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SWI-Prolog datatypes

This document lists the SWI-Prolog datatypes and relevant information such as their limits. It is mostly intended for programs that want to examine and/or exchange arbitrary SWI-Prolog data.

Classical Prolog types

This section discusses the types that are found in any Prolog system.


Prolog variables are logical variables. Variables do not have a fixed identity, such as a name or a permanent address. In particular, the printed `name' of a variable may change due to garbage collection. This is illustrated in the session below:

?- A = x(X), writeln(X), garbage_collect, writeln(X).
A = x(X).


Prolog integers are by default unbounded. Large integers live on the global (or term) stack and thus the maximum integer is dictated by the available stack space. If SWI-Prolog was build without large integer support, they are represented as 64-bit integers, also on 32-bit hardware. From a Prolog point of view, all integers are uniform. The foreign language interface provides functions to exchange integers in various formats.


Prolog floats are represented as C doubles. In practice, this means they are 64-bit IEEE doubles on all relevant platforms we are aware of.


Prolog atoms are unique handles to a string of Unicode characters. There is no length limit and all Unicode code points, including zero (0) are allowed. The maximum number of atoms that can be accommodated in a single Prolog process is 2^25 (33554432) on 32-bits machines (2^57 on 64-bit machines).

Windows: Unicode atoms are stored using the C-type wchar_t, which is 16 bit on Windows (32-bit on most other platforms). This means that Unicode strings can only hold characters in the range 0..65535. SWI-Prolog is not aware of UTF-16 surrogate pairs. Therefore, both members of the pair count as distinct characters to atom_codes/2, etc.

Compound terms

Compound terms consist of a name (atom), and N arguments, each of which may be an arbitrary Prolog data item. In standard Prolog, N is at least one. In SWI-Prolog, N can be zero. The number of arguments is limited to 2^32, which implies limited by memory only on 32-bit hardware, but limited on 64-bit hardware. Note that this limit can be lifted fairly easily if the need arises.

SWI-Prolog extensions

SWI-Prolog provides the following extensions and modifications to the standard Prolog datatypes:


Blobs are a super-type of atoms. Two blob types implement normal text atoms: text (ISO-Latin-1 atoms) and ucs_text (Unicode atoms). The type test atom/1 succeeds only on these two. The other blob types are typically used as handles. Currently, the following blob types exist:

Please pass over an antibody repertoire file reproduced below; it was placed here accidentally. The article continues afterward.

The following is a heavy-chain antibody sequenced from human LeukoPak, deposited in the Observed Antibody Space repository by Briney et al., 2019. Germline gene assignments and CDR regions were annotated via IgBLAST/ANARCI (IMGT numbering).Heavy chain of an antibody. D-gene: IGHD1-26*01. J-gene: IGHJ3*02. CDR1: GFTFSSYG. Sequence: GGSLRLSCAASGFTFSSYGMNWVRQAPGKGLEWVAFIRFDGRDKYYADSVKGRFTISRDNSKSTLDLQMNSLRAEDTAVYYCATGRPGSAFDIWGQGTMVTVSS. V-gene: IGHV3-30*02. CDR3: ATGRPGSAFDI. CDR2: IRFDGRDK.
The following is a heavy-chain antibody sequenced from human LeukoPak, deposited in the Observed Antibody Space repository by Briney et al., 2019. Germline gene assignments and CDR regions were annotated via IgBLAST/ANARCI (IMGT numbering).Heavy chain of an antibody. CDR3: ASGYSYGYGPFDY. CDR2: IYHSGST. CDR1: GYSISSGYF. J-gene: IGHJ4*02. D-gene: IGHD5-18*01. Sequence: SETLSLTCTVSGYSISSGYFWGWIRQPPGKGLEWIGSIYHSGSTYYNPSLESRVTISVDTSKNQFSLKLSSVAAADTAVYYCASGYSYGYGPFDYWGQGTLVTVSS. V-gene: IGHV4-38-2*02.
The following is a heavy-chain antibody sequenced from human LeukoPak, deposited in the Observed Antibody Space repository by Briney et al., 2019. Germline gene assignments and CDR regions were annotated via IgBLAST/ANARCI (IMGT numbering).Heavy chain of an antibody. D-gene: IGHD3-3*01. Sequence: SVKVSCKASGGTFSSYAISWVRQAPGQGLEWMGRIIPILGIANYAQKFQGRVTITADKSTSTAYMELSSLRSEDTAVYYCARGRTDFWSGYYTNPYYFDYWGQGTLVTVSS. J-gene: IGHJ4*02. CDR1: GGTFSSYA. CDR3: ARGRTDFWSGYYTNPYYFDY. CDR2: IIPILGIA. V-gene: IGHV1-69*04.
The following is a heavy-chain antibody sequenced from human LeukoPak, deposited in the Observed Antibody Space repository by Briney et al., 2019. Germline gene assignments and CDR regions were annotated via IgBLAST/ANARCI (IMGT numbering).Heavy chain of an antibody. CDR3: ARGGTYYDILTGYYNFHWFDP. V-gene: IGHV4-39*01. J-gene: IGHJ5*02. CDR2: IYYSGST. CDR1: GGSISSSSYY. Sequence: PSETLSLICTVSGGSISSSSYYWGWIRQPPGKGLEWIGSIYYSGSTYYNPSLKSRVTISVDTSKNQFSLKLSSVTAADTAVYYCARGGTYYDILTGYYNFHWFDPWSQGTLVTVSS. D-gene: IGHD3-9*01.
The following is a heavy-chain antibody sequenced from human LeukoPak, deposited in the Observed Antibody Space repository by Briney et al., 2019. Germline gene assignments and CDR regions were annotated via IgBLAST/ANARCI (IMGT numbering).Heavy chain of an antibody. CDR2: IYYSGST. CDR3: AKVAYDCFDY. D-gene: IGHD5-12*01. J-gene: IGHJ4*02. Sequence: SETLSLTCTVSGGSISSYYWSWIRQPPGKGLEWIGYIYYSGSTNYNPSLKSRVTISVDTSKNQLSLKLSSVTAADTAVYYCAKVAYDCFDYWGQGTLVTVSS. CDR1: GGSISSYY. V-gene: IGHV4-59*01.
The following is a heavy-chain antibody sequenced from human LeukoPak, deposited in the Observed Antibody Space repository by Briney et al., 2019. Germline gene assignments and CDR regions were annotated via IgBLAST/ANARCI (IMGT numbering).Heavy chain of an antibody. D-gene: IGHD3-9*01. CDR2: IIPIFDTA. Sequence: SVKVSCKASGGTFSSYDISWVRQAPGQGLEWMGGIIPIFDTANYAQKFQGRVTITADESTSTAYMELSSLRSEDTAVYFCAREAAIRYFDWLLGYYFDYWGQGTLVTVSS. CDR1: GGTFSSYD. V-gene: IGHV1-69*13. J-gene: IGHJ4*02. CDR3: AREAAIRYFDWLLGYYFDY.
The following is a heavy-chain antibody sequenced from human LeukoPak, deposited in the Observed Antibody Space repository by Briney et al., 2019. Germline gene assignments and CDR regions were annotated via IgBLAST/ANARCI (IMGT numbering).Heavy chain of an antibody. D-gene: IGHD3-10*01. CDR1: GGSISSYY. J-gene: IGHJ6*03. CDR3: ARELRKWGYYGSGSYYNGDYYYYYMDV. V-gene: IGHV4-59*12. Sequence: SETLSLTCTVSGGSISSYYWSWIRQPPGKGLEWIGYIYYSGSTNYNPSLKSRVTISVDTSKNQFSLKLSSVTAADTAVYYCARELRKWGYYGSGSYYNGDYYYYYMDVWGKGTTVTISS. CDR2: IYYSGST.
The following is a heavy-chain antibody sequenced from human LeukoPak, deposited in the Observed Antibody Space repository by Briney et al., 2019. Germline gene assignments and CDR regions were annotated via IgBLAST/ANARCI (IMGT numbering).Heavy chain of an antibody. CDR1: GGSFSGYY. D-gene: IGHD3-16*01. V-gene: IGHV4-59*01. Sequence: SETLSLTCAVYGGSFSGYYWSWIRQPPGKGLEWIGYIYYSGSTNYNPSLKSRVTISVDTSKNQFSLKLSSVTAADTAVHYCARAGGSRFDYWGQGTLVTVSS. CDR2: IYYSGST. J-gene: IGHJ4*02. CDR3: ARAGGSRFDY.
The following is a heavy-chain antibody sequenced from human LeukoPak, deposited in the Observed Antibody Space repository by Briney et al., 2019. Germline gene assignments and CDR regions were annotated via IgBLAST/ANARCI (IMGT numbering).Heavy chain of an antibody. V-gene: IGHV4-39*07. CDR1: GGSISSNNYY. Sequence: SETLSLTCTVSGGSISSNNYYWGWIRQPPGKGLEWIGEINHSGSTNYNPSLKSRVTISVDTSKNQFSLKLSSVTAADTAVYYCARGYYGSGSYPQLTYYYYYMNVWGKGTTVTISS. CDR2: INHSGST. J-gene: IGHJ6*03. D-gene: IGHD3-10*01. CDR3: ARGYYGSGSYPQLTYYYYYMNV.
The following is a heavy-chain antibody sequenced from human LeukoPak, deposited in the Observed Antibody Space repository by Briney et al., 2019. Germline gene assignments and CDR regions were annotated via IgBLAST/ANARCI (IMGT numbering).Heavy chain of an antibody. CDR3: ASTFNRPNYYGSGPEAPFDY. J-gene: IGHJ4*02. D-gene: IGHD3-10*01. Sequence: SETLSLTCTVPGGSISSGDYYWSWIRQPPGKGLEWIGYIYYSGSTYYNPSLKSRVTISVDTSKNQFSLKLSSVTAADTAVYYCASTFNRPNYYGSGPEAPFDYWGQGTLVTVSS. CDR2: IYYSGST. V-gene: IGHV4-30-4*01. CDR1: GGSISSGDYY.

Used to represent handles to streams
Used to represent handles to clauses (asserta/2, etc.)
Used to represent handles to database records (recorda/3, etc.).
Reserved symbols. Currently only [].

Future versions are likely to introduce more blobs, notably to reference global objects such as threads or mutexes. Note that foreign libraries may define additional blob types, so code that wish to be able to process arbitrary Prolog terms should not make assumptions on the defined blob types.


As atoms, strings are sequences of Unicode code points. They have the same limits as atoms, except for the maximum length. As strings live on the global stack, their lenght is limited by the available stack space. In addition, the size of a string in memory is limited to 2^25 (33554432) on 32-bits machines or 2^57 on 64-bit machines. Note that ISO-Latin-1 strings require one byte per character and unicode strings require 4 (2 on Windows, see Atoms above) bytes per character.

Nil ([], empty list)

In SWI-Prolog version 7, [] is not an atom. It is a unique constant that is only equivalent to itself. The foreign interface provides dedicated functions to deal with the empty list (PL_is_nil(), PL_unify_nil(), etc.)

List cons-cell

In SWI-Prolog version 7, the list cons-cell is a term '[|]'(Head,Tail) rather than .(Head,Tail).


SWI-Prolog version 7 provides the dict type. See Dicts: structures with named arguments for details. Dicts are not yet supported by the foreign library interface. Dicts are currently a subtype of compound, which implies that e.g., compound/1, =../2, etc., work on them. User code should not make assumptions on this. Notably code must test for dicts and process the dict with dict predicates, before testing for compounds.